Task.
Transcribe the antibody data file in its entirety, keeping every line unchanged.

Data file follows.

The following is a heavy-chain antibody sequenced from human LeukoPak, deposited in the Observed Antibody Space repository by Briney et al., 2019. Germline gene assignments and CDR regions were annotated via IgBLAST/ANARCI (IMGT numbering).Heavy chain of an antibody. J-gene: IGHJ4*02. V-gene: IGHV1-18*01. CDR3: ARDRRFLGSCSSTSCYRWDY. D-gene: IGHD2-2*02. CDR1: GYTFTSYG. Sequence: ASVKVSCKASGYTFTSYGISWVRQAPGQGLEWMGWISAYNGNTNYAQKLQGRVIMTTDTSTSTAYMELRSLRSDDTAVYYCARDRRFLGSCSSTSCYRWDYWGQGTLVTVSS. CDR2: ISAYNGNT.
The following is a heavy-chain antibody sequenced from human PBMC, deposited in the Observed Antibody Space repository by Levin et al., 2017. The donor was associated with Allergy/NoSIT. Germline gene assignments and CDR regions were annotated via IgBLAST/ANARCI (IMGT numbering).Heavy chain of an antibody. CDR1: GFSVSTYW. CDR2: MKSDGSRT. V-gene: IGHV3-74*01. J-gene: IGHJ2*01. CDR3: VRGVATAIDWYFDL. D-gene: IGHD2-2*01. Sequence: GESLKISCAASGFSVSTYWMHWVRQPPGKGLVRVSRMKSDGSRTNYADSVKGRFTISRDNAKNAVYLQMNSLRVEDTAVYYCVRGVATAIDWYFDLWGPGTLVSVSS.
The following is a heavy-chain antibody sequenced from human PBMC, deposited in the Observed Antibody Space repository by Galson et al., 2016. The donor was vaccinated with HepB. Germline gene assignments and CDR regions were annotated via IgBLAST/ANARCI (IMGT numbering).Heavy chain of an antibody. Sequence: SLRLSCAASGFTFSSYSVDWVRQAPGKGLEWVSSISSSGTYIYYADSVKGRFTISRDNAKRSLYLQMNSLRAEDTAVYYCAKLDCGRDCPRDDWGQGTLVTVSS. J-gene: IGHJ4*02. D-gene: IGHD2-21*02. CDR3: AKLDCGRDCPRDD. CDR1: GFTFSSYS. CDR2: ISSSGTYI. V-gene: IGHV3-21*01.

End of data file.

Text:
The following is a heavy-chain antibody sequenced from human LeukoPak, deposited in the Observed Antibody Space repository by Briney et al., 2019. Germline gene assignments and CDR regions were annotated via IgBLAST/ANARCI (IMGT numbering).Heavy chain of an antibody. J-gene: IGHJ4*02. V-gene: IGHV1-18*01. CDR3: ARDRRFLGSCSSTSCYRWDY. D-gene: IGHD2-2*02. CDR1: GYTFTSYG. Sequence: ASVKVSCKASGYTFTSYGISWVRQAPGQGLEWMGWISAYNGNTNYAQKLQGRVIMTTDTSTSTAYMELRSLRSDDTAVYYCARDRRFLGSCSSTSCYRWDYWGQGTLVTVSS. CDR2: ISAYNGNT.
The following is a heavy-chain antibody sequenced from human PBMC, deposited in the Observed Antibody Space repository by Levin et al., 2017. The donor was associated with Allergy/NoSIT. Germline gene assignments and CDR regions were annotated via IgBLAST/ANARCI (IMGT numbering).Heavy chain of an antibody. CDR1: GFSVSTYW. CDR2: MKSDGSRT. V-gene: IGHV3-74*01. J-gene: IGHJ2*01. CDR3: VRGVATAIDWYFDL. D-gene: IGHD2-2*01. Sequence: GESLKISCAASGFSVSTYWMHWVRQPPGKGLVRVSRMKSDGSRTNYADSVKGRFTISRDNAKNAVYLQMNSLRVEDTAVYYCVRGVATAIDWYFDLWGPGTLVSVSS.
The following is a heavy-chain antibody sequenced from human PBMC, deposited in the Observed Antibody Space repository by Galson et al., 2016. The donor was vaccinated with HepB. Germline gene assignments and CDR regions were annotated via IgBLAST/ANARCI (IMGT numbering).Heavy chain of an antibody. Sequence: SLRLSCAASGFTFSSYSVDWVRQAPGKGLEWVSSISSSGTYIYYADSVKGRFTISRDNAKRSLYLQMNSLRAEDTAVYYCAKLDCGRDCPRDDWGQGTLVTVSS. J-gene: IGHJ4*02. D-gene: IGHD2-21*02. CDR3: AKLDCGRDCPRDD. CDR1: GFTFSSYS. CDR2: ISSSGTYI. V-gene: IGHV3-21*01.